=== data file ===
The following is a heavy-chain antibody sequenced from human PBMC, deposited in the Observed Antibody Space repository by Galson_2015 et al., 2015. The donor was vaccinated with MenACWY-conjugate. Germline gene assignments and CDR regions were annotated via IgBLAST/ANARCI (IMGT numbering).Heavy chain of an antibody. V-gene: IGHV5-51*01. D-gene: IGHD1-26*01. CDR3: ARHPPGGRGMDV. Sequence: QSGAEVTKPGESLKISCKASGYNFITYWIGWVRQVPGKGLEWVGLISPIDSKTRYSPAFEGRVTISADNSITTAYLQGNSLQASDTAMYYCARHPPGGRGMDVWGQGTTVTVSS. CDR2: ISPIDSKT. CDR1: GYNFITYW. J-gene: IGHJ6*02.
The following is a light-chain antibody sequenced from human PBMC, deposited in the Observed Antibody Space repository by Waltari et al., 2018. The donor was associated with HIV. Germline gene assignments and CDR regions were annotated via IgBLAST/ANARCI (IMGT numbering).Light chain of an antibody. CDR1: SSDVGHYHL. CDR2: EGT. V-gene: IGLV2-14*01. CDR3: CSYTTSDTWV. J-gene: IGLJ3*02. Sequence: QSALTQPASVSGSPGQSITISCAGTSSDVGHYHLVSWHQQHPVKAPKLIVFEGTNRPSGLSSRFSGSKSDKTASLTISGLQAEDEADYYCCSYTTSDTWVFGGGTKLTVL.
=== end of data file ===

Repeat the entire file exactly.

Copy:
The following is a heavy-chain antibody sequenced from human PBMC, deposited in the Observed Antibody Space repository by Galson_2015 et al., 2015. The donor was vaccinated with MenACWY-conjugate. Germline gene assignments and CDR regions were annotated via IgBLAST/ANARCI (IMGT numbering).Heavy chain of an antibody. V-gene: IGHV5-51*01. D-gene: IGHD1-26*01. CDR3: ARHPPGGRGMDV. Sequence: QSGAEVTKPGESLKISCKASGYNFITYWIGWVRQVPGKGLEWVGLISPIDSKTRYSPAFEGRVTISADNSITTAYLQGNSLQASDTAMYYCARHPPGGRGMDVWGQGTTVTVSS. CDR2: ISPIDSKT. CDR1: GYNFITYW. J-gene: IGHJ6*02.
The following is a light-chain antibody sequenced from human PBMC, deposited in the Observed Antibody Space repository by Waltari et al., 2018. The donor was associated with HIV. Germline gene assignments and CDR regions were annotated via IgBLAST/ANARCI (IMGT numbering).Light chain of an antibody. CDR1: SSDVGHYHL. CDR2: EGT. V-gene: IGLV2-14*01. CDR3: CSYTTSDTWV. J-gene: IGLJ3*02. Sequence: QSALTQPASVSGSPGQSITISCAGTSSDVGHYHLVSWHQQHPVKAPKLIVFEGTNRPSGLSSRFSGSKSDKTASLTISGLQAEDEADYYCCSYTTSDTWVFGGGTKLTVL.